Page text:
Lucinda Williams is on a roll. After a feverish songwriting spell, she recorded 30 tracks, 20 of which made the cut on her new double album Down Where The Spirit Meets The Bone. The extended effort checks off a couple of new accomplishments for Williams, the longstanding songstress who’s maintained a steady presence on the country rock landscape for the past three decades.
It’s her first album on her own label, Highway 20 Records, and it also marks the first time she turned a poem by her father, notable poet Miller Williams, into a song. As the album’s lead tune, “Compassion” offers a mellow, poignant start to an effort filled with Williams’ expected candid introspection. Soon after, the record quickly accelerates and finds a consistent dance friendly, country-soul groove that’s assisted by some guest musicians, including swamp rock guitarist Tony Joe White and the Wallflowers’ frontman Jakob Dylan.
It’s certainly a milestone in Williams’ 11-album studio catalog and one that rivals the depth of her coveted 1998 breakthrough Car Wheels on a Gravel Road. A Louisiana native, Williams developed her distinct, raggedly honeyed voice through regular gigging as she bounced between Austin, Los Angeles, and Nashville. Before becoming established as an Americana heroine, she earned her stripes as a songwriter, winning a Grammy for Best Country Song in 1994 for Mary Chapin Carpenter’s take on “Passionate Kisses.” The tune originally appeared on 1988’s Lucinda Williams, an album that was recently reissued. Williams chatted by phone ahead of a Tuesday appearance at The Paramount Theater.
C-VILLE Weekly: How do you explain such productivity at this point in your career?
Lucinda Williams: That question is hard to answer. The last several years, I’ve been writing a lot more. When I was doing [the 2007 album] West, I had enough songs for a double album, but I was on Lost Highway [Records], and the label didn’t want a double album. It’s just a combination of things: being more confident as a writer and having done it for a long time.
Would you say writing songs is easier now than it used to be?
I think so. I’m not so self-conscious about it, and I give myself more permission to write different kinds of songs. After Car Wheels came out and did so well, I was having trouble coming up with enough songs for [the next album] Essence. When I signed with Lost Highway I had to get used to repeating the formula of writing, recording, touring. I think that’s part of it, too. I found a home on Lost Highway and gained some momentum, which made me become a little more disciplined with my writing.
You wrote “Compassion,” which features the line that generated your new album title, based on one of your father’s poems. Can you describe the experience?
I was thrilled to finally get it done, because it’s something I’ve wanted to do for years. It’s very challenging to pair music with certain kinds of poetry. You can’t just stick the melody on the poem. This came about because I wanted to call the album Down Where The Spirit Meets The Bone and I knew making a song out of that poem would be a last great final touch. That spurred me to do it. I rearranged the words and fleshed it out a little bit, but we put the original poem inside the album [artwork].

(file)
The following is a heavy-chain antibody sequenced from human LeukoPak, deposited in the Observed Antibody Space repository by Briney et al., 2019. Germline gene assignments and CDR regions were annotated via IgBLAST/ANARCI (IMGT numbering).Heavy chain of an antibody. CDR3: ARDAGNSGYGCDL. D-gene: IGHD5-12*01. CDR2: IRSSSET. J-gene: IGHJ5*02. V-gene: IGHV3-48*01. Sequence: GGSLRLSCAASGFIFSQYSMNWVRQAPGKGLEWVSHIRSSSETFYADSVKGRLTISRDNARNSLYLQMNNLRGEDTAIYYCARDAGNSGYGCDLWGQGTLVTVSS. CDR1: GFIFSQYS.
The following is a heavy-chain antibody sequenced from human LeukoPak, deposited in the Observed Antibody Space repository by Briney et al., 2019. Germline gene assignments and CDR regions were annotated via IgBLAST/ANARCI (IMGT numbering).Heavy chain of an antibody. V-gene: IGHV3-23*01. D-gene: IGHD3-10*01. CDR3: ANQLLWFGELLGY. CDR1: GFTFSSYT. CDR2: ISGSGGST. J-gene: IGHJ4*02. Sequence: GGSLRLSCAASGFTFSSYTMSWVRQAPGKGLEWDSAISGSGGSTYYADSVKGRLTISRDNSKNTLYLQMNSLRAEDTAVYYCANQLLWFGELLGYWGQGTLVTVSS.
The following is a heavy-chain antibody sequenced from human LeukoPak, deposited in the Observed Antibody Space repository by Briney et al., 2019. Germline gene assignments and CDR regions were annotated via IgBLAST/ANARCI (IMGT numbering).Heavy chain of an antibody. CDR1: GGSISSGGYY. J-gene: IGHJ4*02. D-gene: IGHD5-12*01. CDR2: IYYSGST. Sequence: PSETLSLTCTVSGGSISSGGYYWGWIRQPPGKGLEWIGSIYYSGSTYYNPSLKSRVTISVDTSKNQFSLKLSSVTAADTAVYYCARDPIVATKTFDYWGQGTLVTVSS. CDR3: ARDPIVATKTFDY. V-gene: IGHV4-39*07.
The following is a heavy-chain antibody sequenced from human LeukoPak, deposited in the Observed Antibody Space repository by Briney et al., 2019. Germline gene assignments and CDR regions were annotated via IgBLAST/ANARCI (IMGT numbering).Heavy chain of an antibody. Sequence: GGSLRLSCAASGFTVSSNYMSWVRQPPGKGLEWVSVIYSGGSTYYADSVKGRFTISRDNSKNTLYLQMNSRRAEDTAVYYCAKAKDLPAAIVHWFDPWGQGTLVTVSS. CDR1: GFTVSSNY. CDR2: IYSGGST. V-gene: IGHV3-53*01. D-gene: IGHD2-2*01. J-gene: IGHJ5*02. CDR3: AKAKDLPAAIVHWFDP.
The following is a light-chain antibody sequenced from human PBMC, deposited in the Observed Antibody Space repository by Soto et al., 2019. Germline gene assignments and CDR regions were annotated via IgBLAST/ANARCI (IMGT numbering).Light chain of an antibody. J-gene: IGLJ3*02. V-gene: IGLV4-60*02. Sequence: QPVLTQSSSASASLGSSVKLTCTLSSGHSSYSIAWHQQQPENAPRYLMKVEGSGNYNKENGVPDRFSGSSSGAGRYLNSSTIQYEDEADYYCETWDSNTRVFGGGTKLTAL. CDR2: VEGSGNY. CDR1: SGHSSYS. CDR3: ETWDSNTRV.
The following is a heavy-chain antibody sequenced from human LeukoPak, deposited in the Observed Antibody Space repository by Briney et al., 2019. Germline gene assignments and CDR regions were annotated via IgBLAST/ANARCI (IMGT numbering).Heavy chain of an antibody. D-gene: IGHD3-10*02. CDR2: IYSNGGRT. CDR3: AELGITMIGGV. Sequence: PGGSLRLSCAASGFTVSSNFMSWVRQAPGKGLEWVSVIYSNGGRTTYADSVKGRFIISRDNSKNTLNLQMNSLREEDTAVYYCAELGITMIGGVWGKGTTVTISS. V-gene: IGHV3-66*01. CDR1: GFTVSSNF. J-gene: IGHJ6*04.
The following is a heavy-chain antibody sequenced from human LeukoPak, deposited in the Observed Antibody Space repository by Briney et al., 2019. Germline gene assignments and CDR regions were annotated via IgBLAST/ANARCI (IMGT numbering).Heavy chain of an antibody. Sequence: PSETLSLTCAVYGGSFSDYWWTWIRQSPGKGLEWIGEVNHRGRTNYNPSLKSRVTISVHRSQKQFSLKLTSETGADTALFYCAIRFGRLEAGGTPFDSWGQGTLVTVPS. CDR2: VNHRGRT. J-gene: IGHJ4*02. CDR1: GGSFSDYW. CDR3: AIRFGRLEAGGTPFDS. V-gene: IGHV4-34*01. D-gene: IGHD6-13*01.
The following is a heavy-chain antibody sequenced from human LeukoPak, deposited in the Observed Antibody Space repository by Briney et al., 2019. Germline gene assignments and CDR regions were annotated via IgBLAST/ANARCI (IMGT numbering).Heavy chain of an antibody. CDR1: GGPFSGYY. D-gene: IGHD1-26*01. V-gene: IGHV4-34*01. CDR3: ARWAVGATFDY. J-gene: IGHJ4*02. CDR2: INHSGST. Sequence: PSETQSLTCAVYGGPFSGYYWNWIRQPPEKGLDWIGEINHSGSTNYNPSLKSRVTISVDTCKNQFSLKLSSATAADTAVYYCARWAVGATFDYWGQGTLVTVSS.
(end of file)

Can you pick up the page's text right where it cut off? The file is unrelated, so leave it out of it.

I always think of your songs as very personal and confessional but “West Memphis” is very topical in looking at the controversial 18-year imprisonment and ultimate release of the West Memphis Three. What prompted you to go in that direction?
I’ve always been inspired by the great topical songs that Bob Dylan wrote, so it’s something I’ve been pushing myself to do. I met the people who did the latest documentary on the West Memphis Three, West of Memphis, and [my manager and husband] Tom [Overby] and I were invited to a screening. By the end of watching it I was so furious by the blatant injustice I was inspired to write the song.
There’s a steady country-soul groove that remains consistent throughout the album. How did the music develop during these recording sessions?
When I was writing the songs, I decided I wanted to push the tempo up a little bit. I had been immersing myself in a lot of that kind of music, like [Dusty Springfield’s] Dusty in Memphis album, so I decided to go for that kind of sound. I take a pretty organic approach to recording. I come in with demos on guitar and then the arrangements are really spontaneous. I show the songs to the guys and then let them go at it and let things evolve.
Since you have such a deep catalog, what can we expect at the Paramount?
Tom is a really good set list maker. That’s his job now. We do a different one for every show. I know some artists don’t, but that just amazes me. I couldn’t run through the same show every night. We’ll be doing songs from all the different albums including a bunch of new ones.
Your self-titled album was just reissued, and it’s getting a lot of praise. How does it feel when work you did decades ago suddenly gets new life?
I was surprised at how well-received it was. When we went in to re-master it, we wanted it to sound better but still have its warm original sound, and I think we captured that. I still hear from people that it’s their favorite album, and that’s very gratifying after all this time. At the same time, it was weird to reflect and realize I made it that long ago.
Tuesday 11/11. $38-48, 8pm. The Paramount Theater, 215 E. Main St., Downtown Mall. 979-1333.